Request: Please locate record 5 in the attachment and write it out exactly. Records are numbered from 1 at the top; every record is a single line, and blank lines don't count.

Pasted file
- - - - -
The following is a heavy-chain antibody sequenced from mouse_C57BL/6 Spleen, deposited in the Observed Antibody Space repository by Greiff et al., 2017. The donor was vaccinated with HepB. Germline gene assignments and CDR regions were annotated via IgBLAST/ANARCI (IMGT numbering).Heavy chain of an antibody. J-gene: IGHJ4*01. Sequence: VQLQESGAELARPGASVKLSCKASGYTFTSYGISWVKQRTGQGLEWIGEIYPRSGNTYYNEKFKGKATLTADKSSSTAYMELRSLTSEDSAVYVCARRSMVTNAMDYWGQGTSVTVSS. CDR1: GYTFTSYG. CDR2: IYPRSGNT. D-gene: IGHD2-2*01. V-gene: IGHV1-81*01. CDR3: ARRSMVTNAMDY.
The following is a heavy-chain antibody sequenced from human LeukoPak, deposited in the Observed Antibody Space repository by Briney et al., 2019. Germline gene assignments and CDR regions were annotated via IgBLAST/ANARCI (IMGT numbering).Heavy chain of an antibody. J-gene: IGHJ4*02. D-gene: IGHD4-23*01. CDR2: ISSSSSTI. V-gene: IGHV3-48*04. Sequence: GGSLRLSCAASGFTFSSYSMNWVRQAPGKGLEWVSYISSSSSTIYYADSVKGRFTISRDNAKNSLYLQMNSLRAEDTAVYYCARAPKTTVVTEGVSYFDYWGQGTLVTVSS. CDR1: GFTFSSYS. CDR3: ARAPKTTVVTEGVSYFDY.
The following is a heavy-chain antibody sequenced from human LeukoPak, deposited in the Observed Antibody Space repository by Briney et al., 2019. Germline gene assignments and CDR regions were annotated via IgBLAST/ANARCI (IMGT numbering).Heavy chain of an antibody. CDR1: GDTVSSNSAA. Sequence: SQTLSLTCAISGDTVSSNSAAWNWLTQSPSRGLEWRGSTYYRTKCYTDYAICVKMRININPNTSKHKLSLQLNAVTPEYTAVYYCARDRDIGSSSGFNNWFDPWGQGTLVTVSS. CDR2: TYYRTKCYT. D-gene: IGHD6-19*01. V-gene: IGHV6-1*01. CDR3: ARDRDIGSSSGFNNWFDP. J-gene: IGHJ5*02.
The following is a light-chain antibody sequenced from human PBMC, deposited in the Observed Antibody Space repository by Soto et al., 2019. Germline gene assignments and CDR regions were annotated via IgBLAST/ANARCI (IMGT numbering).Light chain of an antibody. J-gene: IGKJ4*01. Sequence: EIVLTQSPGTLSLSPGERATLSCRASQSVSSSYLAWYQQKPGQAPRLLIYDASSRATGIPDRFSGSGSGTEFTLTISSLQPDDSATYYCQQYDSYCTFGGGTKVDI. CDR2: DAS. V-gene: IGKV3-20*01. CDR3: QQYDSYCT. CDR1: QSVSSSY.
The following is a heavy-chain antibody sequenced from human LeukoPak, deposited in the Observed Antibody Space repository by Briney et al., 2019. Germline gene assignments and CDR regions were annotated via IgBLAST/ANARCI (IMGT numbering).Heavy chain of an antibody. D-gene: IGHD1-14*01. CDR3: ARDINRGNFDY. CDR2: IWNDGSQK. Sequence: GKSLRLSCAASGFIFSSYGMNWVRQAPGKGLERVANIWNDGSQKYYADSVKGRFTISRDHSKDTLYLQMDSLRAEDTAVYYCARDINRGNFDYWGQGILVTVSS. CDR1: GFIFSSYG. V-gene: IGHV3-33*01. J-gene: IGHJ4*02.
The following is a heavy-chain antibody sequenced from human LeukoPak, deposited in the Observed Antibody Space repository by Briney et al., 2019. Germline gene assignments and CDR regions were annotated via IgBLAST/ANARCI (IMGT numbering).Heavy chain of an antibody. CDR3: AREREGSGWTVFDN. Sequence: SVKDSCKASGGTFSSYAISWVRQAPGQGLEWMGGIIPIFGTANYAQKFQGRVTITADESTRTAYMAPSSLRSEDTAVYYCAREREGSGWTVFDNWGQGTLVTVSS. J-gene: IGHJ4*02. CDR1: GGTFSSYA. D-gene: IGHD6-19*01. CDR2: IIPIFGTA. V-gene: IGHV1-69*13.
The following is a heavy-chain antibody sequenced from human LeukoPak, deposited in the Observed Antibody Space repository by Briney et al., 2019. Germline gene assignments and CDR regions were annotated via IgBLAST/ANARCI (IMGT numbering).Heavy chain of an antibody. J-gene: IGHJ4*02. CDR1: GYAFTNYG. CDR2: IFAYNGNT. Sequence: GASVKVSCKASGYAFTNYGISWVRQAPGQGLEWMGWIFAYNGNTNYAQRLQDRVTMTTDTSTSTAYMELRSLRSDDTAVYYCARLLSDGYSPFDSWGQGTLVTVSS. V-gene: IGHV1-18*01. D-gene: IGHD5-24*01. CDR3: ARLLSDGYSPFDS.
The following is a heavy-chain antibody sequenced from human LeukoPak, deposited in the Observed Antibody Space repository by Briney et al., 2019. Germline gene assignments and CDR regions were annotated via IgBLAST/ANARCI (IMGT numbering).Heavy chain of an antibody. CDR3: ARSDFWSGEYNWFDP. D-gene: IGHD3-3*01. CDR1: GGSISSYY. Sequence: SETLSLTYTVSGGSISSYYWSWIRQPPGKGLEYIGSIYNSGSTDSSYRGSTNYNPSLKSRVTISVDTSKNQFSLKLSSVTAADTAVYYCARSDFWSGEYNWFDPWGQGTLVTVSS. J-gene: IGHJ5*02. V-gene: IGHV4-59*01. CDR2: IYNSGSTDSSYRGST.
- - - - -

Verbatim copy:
The following is a heavy-chain antibody sequenced from human LeukoPak, deposited in the Observed Antibody Space repository by Briney et al., 2019. Germline gene assignments and CDR regions were annotated via IgBLAST/ANARCI (IMGT numbering).Heavy chain of an antibody. D-gene: IGHD1-14*01. CDR3: ARDINRGNFDY. CDR2: IWNDGSQK. Sequence: GKSLRLSCAASGFIFSSYGMNWVRQAPGKGLERVANIWNDGSQKYYADSVKGRFTISRDHSKDTLYLQMDSLRAEDTAVYYCARDINRGNFDYWGQGILVTVSS. CDR1: GFIFSSYG. V-gene: IGHV3-33*01. J-gene: IGHJ4*02.